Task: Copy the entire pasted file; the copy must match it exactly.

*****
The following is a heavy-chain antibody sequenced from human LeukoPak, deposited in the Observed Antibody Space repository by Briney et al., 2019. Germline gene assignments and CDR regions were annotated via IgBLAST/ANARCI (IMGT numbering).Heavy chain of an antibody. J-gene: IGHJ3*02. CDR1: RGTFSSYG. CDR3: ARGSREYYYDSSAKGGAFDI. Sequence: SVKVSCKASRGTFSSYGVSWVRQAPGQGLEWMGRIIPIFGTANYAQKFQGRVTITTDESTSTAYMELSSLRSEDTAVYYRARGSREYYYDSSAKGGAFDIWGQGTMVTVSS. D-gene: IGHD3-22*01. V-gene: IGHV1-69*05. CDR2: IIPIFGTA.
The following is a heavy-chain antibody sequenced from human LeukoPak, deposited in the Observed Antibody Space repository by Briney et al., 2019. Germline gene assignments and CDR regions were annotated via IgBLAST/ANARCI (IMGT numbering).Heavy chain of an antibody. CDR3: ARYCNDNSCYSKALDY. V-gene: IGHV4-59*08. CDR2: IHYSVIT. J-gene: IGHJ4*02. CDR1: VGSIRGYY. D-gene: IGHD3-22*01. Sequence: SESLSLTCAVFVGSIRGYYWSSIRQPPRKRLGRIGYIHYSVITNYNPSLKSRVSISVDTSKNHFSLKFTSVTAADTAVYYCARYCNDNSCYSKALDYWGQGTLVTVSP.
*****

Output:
The following is a heavy-chain antibody sequenced from human LeukoPak, deposited in the Observed Antibody Space repository by Briney et al., 2019. Germline gene assignments and CDR regions were annotated via IgBLAST/ANARCI (IMGT numbering).Heavy chain of an antibody. J-gene: IGHJ3*02. CDR1: RGTFSSYG. CDR3: ARGSREYYYDSSAKGGAFDI. Sequence: SVKVSCKASRGTFSSYGVSWVRQAPGQGLEWMGRIIPIFGTANYAQKFQGRVTITTDESTSTAYMELSSLRSEDTAVYYRARGSREYYYDSSAKGGAFDIWGQGTMVTVSS. D-gene: IGHD3-22*01. V-gene: IGHV1-69*05. CDR2: IIPIFGTA.
The following is a heavy-chain antibody sequenced from human LeukoPak, deposited in the Observed Antibody Space repository by Briney et al., 2019. Germline gene assignments and CDR regions were annotated via IgBLAST/ANARCI (IMGT numbering).Heavy chain of an antibody. CDR3: ARYCNDNSCYSKALDY. V-gene: IGHV4-59*08. CDR2: IHYSVIT. J-gene: IGHJ4*02. CDR1: VGSIRGYY. D-gene: IGHD3-22*01. Sequence: SESLSLTCAVFVGSIRGYYWSSIRQPPRKRLGRIGYIHYSVITNYNPSLKSRVSISVDTSKNHFSLKFTSVTAADTAVYYCARYCNDNSCYSKALDYWGQGTLVTVSP.